7 Ways Your Life Should Change Before the Next Pandemic

Man watching birds
Photo by Yuriy Seleznev / Shutterstock.com

The coronavirus has changed nearly everything — from the way we work and play, to how we interact with loved ones. Many of these changes have not been welcome.

But someday — either this year, next year or soon after — things will mostly return to normal. When they do, it will be tempting to quickly forget the valuable lessons we learned in this difficult time.

Don’t fall victim to such amnesia. Hard times will reappear at some point. In fact, a new strain of virus has emerged in China. Changing your life today — or in the near future — will help you the next time the going gets tough.

Following are some key changes that you should adopt if you plan to survive and thrive in a post-pandemic world.

Start exercising more and eating better

Here’s the honest truth about the coronavirus: If you are young and healthy, there is very little chance the coronavirus will kill you even if it makes you sick.

The vast majority of COVID-19 fatalities involve people who are older and/or who have health issues — such as obesity, diabetes and heart-related problems. You can’t control your age, but you certainly can take charge of your health.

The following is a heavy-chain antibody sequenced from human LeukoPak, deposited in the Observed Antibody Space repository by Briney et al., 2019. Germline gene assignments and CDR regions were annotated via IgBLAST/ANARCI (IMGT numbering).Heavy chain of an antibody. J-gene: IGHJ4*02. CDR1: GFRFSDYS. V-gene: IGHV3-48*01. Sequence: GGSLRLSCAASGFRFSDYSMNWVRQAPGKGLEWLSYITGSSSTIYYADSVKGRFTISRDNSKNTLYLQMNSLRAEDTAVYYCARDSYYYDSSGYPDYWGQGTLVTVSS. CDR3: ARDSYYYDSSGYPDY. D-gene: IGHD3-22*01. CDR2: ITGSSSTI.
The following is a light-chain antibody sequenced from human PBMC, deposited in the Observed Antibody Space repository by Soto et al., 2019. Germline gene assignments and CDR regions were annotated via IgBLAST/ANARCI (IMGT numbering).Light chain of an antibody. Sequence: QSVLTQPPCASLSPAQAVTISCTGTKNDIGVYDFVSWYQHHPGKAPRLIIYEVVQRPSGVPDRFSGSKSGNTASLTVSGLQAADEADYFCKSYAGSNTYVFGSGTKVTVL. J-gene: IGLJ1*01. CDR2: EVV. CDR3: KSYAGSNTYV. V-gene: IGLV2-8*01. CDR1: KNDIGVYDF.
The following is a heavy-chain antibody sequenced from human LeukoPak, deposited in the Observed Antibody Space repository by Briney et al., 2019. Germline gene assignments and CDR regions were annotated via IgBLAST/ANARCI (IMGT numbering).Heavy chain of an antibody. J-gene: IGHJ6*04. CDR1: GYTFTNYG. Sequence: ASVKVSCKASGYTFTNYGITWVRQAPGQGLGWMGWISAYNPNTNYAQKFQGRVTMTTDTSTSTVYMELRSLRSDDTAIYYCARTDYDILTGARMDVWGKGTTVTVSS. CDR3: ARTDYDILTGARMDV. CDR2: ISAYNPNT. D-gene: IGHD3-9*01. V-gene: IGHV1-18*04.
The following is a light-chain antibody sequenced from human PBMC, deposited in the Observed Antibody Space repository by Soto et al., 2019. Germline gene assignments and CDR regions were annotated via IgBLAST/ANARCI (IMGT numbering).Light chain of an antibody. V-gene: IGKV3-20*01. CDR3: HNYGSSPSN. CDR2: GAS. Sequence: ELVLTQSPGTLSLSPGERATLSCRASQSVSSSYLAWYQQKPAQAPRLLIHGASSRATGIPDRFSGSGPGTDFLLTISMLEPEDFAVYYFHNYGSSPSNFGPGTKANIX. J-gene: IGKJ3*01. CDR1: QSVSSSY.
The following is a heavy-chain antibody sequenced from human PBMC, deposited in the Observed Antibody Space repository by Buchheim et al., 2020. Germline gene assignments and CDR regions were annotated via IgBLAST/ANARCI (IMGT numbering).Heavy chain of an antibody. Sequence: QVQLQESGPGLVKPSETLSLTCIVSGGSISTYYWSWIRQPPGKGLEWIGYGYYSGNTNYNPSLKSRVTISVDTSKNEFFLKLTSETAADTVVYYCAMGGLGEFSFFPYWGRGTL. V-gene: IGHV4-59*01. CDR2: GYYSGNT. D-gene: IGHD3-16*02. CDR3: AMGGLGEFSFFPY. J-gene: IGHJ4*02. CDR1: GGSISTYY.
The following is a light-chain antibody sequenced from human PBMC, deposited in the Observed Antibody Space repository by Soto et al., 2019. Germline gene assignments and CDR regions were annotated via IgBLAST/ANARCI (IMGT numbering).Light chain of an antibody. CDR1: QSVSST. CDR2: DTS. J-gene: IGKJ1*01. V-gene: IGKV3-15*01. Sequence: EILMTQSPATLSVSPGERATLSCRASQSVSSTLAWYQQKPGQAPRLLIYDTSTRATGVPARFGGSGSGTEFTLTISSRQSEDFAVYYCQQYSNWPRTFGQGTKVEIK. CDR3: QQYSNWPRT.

To state it bluntly, if you choose nights on the couch over evenings at the gym — or even strolling through the park — you are putting your life at risk. The same is true if you grab that sugary soda instead of a nice cool glass of water.

With any luck, the coronavirus soon will be gone or a vaccine developed. But we don’t know what other threats lurk. Eat right and exercise so your immune system will purr like a Ferrari when you really need it.

Pursue careers that allow remote work

We have all learned the value of work that can be done from the comfort of our bedrooms or home offices. Tens of millions of Americans have lost their jobs in recent months. Many of those jobs have been in industries — service, restaurants, retail — where working from home is not an option.

So, if you are starting out in life, consider careers where a computer, phone and similar technology allow you to work from virtually anywhere. If you are a bit older, consider retraining for such a career.

For more, check out the latest advice in our Work From Home Q&A series.

And remember, you can find the latest work-from-home opportunities at specialized online job boards like FlexJobs.

Stop spending, start saving

Did you ever imagine that federal and state governments would effectively prohibit you from working? It’s a safe bet that few of the roughly 40 million people who lost their jobs this year ever planned for such a scenario.

When the coronavirus arrived on U.S. shores, hard-working, healthy people lost their livelihoods in an instant, and with almost no warning, when businesses were closed to prevent its spread. Workers who had some savings put away likely took this news better than their colleagues who live paycheck to paycheck.

Make sure you always have a solid emergency fund. For tips on building one, check out “9 Tips for Starting an Emergency Fund Today.”